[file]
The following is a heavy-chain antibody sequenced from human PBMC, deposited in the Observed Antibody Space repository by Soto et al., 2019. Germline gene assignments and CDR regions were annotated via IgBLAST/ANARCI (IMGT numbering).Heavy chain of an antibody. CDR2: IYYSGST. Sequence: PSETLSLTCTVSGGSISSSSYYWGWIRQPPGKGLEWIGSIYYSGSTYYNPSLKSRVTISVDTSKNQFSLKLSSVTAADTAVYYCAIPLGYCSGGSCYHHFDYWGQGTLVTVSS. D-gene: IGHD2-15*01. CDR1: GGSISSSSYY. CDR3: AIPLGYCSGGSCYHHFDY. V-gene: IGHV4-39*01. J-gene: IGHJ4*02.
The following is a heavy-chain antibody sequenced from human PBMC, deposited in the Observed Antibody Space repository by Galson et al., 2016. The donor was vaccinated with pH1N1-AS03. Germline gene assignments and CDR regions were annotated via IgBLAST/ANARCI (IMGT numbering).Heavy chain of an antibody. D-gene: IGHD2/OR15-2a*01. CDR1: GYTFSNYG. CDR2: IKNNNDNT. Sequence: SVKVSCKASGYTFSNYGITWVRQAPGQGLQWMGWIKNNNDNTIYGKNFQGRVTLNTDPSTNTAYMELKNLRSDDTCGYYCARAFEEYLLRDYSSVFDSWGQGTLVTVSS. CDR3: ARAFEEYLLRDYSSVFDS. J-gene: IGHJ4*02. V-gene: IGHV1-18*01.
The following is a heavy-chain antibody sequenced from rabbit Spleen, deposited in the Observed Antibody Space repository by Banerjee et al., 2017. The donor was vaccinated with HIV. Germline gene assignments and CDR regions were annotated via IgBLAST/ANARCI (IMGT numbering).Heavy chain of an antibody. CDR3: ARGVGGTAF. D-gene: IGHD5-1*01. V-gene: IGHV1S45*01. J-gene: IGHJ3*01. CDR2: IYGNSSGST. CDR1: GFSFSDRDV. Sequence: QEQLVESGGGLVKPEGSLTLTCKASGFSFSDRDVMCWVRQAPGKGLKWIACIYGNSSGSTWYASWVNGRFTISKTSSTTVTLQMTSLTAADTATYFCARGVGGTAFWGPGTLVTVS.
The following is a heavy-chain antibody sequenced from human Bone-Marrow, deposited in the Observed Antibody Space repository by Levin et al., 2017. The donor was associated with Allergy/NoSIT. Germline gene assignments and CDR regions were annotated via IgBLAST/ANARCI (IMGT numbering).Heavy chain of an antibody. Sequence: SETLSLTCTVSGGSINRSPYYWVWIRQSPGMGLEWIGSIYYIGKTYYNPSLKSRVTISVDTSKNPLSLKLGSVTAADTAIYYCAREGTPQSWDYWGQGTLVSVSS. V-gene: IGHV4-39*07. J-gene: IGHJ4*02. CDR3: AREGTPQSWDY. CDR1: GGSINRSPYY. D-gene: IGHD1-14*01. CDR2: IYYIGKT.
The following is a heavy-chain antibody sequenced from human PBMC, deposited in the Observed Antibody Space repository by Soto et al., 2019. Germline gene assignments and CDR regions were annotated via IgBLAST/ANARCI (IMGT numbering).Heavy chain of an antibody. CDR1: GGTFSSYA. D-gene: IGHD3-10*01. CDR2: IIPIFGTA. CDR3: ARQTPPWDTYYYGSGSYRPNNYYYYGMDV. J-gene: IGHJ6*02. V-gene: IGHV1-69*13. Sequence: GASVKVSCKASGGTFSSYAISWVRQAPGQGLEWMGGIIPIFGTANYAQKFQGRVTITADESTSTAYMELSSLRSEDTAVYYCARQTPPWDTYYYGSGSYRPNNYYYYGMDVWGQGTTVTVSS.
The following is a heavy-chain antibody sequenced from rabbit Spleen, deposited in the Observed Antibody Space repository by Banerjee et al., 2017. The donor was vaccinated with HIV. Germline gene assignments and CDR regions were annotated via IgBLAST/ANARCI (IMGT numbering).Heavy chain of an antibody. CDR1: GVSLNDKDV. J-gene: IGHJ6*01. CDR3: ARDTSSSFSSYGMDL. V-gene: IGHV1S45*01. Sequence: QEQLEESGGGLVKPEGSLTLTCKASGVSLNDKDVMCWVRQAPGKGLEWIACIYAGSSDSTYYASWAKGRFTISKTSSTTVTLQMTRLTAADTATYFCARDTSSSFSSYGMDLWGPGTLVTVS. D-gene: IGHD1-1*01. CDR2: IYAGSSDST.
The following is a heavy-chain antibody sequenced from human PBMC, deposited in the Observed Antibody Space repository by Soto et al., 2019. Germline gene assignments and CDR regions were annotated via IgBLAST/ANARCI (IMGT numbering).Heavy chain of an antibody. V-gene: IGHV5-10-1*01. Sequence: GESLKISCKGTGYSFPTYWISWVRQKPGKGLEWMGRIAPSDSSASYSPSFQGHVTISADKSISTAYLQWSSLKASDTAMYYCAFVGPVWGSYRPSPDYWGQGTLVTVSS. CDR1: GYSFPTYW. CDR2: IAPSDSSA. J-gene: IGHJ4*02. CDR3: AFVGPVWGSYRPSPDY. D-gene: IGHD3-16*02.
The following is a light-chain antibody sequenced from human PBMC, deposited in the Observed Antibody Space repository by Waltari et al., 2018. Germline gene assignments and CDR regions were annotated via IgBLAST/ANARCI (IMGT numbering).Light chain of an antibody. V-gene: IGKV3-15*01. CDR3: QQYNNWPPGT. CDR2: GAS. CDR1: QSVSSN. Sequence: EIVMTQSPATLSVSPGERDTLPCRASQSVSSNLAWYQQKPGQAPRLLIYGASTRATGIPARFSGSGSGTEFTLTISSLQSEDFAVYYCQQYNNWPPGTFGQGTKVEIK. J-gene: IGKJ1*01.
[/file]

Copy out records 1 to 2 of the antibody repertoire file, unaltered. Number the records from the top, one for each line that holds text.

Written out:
The following is a heavy-chain antibody sequenced from human PBMC, deposited in the Observed Antibody Space repository by Soto et al., 2019. Germline gene assignments and CDR regions were annotated via IgBLAST/ANARCI (IMGT numbering).Heavy chain of an antibody. CDR2: IYYSGST. Sequence: PSETLSLTCTVSGGSISSSSYYWGWIRQPPGKGLEWIGSIYYSGSTYYNPSLKSRVTISVDTSKNQFSLKLSSVTAADTAVYYCAIPLGYCSGGSCYHHFDYWGQGTLVTVSS. D-gene: IGHD2-15*01. CDR1: GGSISSSSYY. CDR3: AIPLGYCSGGSCYHHFDY. V-gene: IGHV4-39*01. J-gene: IGHJ4*02.
The following is a heavy-chain antibody sequenced from human PBMC, deposited in the Observed Antibody Space repository by Galson et al., 2016. The donor was vaccinated with pH1N1-AS03. Germline gene assignments and CDR regions were annotated via IgBLAST/ANARCI (IMGT numbering).Heavy chain of an antibody. D-gene: IGHD2/OR15-2a*01. CDR1: GYTFSNYG. CDR2: IKNNNDNT. Sequence: SVKVSCKASGYTFSNYGITWVRQAPGQGLQWMGWIKNNNDNTIYGKNFQGRVTLNTDPSTNTAYMELKNLRSDDTCGYYCARAFEEYLLRDYSSVFDSWGQGTLVTVSS. CDR3: ARAFEEYLLRDYSSVFDS. J-gene: IGHJ4*02. V-gene: IGHV1-18*01.